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which says it will change lives and ultimately save lives. louise pilbeam, bbc news. alan towart has motor neurone disease and raises money for mnd charities. he told us more about how the community is reacting to the news. everybody feels they are so close to something and this extra funding has got to go and help their research. you just have to look at how the vaccine for covid was developed so rapidly with everyone joining forces. perhaps this could help push it for mnd just that bit closer. you it for mnd 'ust that bit closer. you and it for mnd just that bit closer. you and others — it for mnd just that bit closer. you and others with _ it for mnd just that bit closer. you and others with the disease are having to live with the condition in the meantime and you will note that most people operate under the timeframe and the chances of getting anything meaningful in terms of delaying or curing the condition probably isn�*t going to come in your
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lifetime, if only it would. i know from having had a relative who died from having had a relative who died from mnd that one of the big struggles families have to deal with is, there is very limited support. there is some tremendous work among volunteers and charities but very limited in terms of organised, because the case numbers are comparatively small when spread across the population.— across the population. that's correct. there _ across the population. that's correct. there is _ across the population. that's correct. there is only - across the population. that's correct. there is only about i across the population. that's - correct. there is only about 5000 people in the uk that are diagnosed or living with mnd at any one time. some of those people can die within months of being diagnosed, then you people are diagnosed, so it stays around 5000 in the uk. that�*s been part of the problem for getting funding and helping the research because it seems to be affecting such a small population. what people can pass away very quickly with it. as i said, i�*ve been diagnosed four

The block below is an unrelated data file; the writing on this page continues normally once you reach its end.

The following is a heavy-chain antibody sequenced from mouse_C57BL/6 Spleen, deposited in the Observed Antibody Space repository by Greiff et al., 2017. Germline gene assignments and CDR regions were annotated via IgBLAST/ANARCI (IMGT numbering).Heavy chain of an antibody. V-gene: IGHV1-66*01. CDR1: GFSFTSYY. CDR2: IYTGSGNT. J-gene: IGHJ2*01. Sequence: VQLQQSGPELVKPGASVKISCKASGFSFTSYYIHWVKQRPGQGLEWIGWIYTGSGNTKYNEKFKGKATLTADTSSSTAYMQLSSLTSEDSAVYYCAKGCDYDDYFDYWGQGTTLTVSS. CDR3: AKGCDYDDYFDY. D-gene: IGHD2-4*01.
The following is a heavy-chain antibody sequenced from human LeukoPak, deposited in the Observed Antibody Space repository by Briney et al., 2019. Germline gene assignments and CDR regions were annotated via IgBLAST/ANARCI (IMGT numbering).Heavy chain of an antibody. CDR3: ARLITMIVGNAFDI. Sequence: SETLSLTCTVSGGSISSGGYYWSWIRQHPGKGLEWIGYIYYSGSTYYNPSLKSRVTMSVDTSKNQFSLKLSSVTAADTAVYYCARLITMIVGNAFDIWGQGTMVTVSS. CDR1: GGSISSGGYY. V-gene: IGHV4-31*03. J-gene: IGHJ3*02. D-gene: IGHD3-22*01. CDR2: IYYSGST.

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years, ifeel like one as i said, i�*ve been diagnosed four years, i feel like one of the lucky ones. i�*ve met people who have joined our support groups and passed away very quickly, it�*s so sad they haven�*t even had a chance. now it�*s time for a look at the weather with alina jenkins. hello. we have had some patchy light rain and drizzle across parts of england and wales today, but the bulk of the rain is pushing it in northern and western scotland and northern ireland and will continue overnight. weakening a little of the night wears on. further south across england and wales, a lot of cloud, some drizzle, and a few breaks in the cloud and where we do see the breaks, we could see temperatures down to five or six celsius, where we keep the cloud, seven to 10 celsius the overnight low. still a weakening band of patchy rain tomorrow morning across southern scotland initially into parts of northern england, wales, may be the far south—west of england, that will weaken as the day goes on. sunshine for scotland and northern ireland, cloudier further south with some mist and fog lingering through the morning. it is going to stay mild both by day
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and by night in the week ahead,